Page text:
The banking sector – like the rest of the economy – has come out of a very difficult year. What is your assessment of how the Covid-19 shock impacted the sector, and what explains banks’ apparent resilience to the crisis?
Every sector and industry in the world has had to bear the carnage of COVID-19, and both Ghana and its banking sector have not been immune to the effects. Several lives have been lost, and people have faced unemployment due to a lack of demand.
For the Ghanaian banking sector in particular, the work from home options have worked wonders as the crisis has brought to the fore the possibilities of digital banking.
The regulator’s proactive stance has had a positive impact on the sector. Firstly, the pre-pandemic decision to strengthen the minimum capital base of the universal banks has borne fruits.
Secondly, the regulatory decisions and directives from the onset of the pandemic have also contributed to the resilience of the sector—including restrictions on dividend payment for capital preservation, reduction in the Basel III capital buffer, and the lowering of cash reserve ratios. The loan repayment moratorium directive from the regulator has also contributed to the resilience of the sector.
Is there any silver lining in the pandemic for the sector, and what lessons should banks draw generally from the crisis?
The global vaccination programmes posit an unseen benefit for global economies, including Ghana’s economy and banking sector. The rapid digitisation of banking services provides hope for the better, albeit without discounting the concomitant cyber security risks.
At the onset of the crisis, banks invoked their Business Continuity Plans (BCPs), and once the crisis is over, there will be a need to reevaluate such BCPs to tighten any loose ends that were identified.
The risk management architecture of banks will also need to be vigorously reexamined to tauten the credit analysis variables.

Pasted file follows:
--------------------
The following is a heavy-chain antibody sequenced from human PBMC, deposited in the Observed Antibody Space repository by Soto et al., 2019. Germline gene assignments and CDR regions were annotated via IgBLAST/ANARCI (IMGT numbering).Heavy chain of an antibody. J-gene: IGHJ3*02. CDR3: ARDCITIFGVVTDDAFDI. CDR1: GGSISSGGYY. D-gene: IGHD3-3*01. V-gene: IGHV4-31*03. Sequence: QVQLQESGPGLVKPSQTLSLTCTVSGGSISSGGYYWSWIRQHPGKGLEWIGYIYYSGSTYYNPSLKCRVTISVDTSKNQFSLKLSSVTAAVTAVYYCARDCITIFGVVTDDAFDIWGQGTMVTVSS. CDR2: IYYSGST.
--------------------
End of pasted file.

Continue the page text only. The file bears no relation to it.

How much and in what ways will banking change after the pandemic?
In many ways, banking service delivery will change for better or worse.
The advent of digitisation of service delivery comes at an unplanned cost, resulting in higher cost to the ultimate consumers of banking services.
The new working-from-home culture also requires higher remuneration packages for staff as, in the words of US President Biden, there are expected to be “bumps in the road” to recovery.
Banks will need to explore alternate uses to the excess office accommodation constructed at very high cost during the pre-pandemic era.
What impact will the new financial sector clean-up levy have on the sector?
The levy met a mixed reaction from industry players, but on balance, if it’s a short term measure to remedy an externality, then it is most welcome.
If it is prolonged, as has been the case in earlier interventions, then the long-term impact will be passed on to the ultimate consumer to render consumption of banking services expensive.
How can banks support the post-Covid economic recovery?
The pivotal role of the banking sector in Ghana’s US$100 billion COVID-19 Alleviation and Revitalisation of Enterprise Support (CARES) initiative provides ample evidence of the supportive role in the economic recovery.
Coupled with the expected role to be played in the soon-to-commence Development Bank of Ghana (DBG) project, the sector is poised to assist in the economic recovery of the state.